(Beyond Pesticides, August 5, 2016) Concerned health officials in Miami, Florida are investigating suspicions that Zika-spreading mosquitoes have become resistant to the pesticides commonly used synthetic pyrethroid insecticides used in mosquito control. As the region works to contain a Zika outbreak in northern Miami, officials are beginning to recognize that broadcast pesticide applications are not effective at controlling populations, and are looking into cases in the U.S.  and in other parts of the world of mosquitoes developing resistance to chemical controls, or whether other factors are at work. At the same, the broadcasting of the pesticides by truck and plane and the resulting exposure to people and the environment also raise serious health issues. The Aedes aegypti mosquito, which has the ability to live indoors and reproduce even in tiny pools of water, is the primary way the Zika virus is spread, although there are reports that the disease can also be transmitted through sexual contact. Zika virus has been linked to cases of microcephaly, in which babies are born with underdeveloped brains. The virus has been detected in several Latin American countries, including Brazil where the outbreak was first observed and linked to increased cases of microcephaly. However, locally […]

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04
Aug

Investigative Report Uncovers Dangerous Pesticide Misuse on Golf Courses in New York

(Beyond Pesticides, August 4, 2016) Complaints about a green residue that appeared on golfers’ shoes at Rye Golf Club in New York last spring prompted an investigative report by The Journal News/lohud.com, that  revealed what reporters are describing a region-wide “environmental toxic time bomb” caused by the over and misuse of pesticides throughout the state. The investigation uncovered (i) gaps in the oversight of millions of pound of toxic pesticides applied throughout the Lower Hudson Valley, (ii) heightened health risks in Westchester and Rockland counties where pesticides are used the most, (iii) significant flaws in pesticide data collected in the state of New York, and (iv) the failure of authorities to catch the illegal sale and use of unregistered pesticides. Rye Golf Club, which turned into a “field of dustbowls” within weeks of the green residue appearing on golfer’s shoes, had to close 18 putting greens, leading members to demand thousands of dollars in refunds and city leaders to address the severely damaged city-owned golf course. The cause of the mysterious green residue was later revealed to be the result of an application of a contaminated batch of the fungicide ArmorTech ALT 70, whose active ingredient is azoxystrobin. Rye Golf […]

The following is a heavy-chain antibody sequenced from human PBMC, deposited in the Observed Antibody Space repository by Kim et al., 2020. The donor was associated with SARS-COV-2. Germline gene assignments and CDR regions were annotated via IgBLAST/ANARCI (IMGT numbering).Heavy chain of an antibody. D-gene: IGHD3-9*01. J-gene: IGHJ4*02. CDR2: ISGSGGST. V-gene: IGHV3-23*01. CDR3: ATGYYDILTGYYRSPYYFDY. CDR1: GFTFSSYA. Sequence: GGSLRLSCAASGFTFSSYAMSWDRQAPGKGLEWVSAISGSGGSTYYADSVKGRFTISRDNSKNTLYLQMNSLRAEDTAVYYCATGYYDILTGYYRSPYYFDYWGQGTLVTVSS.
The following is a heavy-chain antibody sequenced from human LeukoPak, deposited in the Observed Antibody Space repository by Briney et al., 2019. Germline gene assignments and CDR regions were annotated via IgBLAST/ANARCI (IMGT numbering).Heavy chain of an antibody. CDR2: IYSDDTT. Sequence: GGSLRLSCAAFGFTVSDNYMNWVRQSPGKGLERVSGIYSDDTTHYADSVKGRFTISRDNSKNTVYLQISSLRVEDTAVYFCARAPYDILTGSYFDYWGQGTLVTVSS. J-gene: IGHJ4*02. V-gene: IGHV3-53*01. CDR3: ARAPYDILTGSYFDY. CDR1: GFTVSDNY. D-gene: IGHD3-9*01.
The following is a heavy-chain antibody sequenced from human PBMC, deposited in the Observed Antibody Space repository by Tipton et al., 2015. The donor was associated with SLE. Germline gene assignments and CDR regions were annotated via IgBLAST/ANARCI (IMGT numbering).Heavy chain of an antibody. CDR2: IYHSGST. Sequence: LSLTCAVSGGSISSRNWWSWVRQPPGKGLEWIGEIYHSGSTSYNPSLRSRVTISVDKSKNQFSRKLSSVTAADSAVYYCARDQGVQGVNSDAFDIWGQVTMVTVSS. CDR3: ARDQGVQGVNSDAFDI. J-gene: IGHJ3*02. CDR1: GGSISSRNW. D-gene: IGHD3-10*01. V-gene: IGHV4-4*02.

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03
Aug

Terminix To Pay Delaware Family $87 Million Settlement for Poisoning with Methyl Bromide in U.S. Virgin Islands

(Beyond Pesticides, August 3, 2016) Home pest control giant Terminix reached a tentative settlement agreement this week of $87 million with  the  Esmond family for the severe poisoning of the mother, father and two teenage children with the highly neurotoxic pesticide fumigant  methyl bromide.  The company treated  a neighboring unit  to  their vacation residence  last spring  at a  condo resort complex in St. John, U.S. Virgin Islands. This amount is in addition to $3 million already paid to the family to cover the insurance deductible, and an undisclosed amount that the company’s insurance carriers have agreed to pay pursuant to their general liability insurance policies, according to an earnings report filed by the Terminix’s parent company, ServiceMaster Global Holdings, Inc. of Memphis, Tennessee. Stephen Esmond became paralyzed after the March 2015 incident, while his two sons spent weeks in critical condition. The mother,  Theresa Devine is still recovering. Beyond Pesticides’ executive director, Jay Feldman, spoke to CBS Evening News August 2 on the poisoning. Watch news piece  here.   Methyl bromide is a restricted use pesticide and is not registered for residential use, according to the U.S. Environmental Protection Agency’s (EPA) 2013 Methyl Bromide Preliminary Workplan. It was taken off […]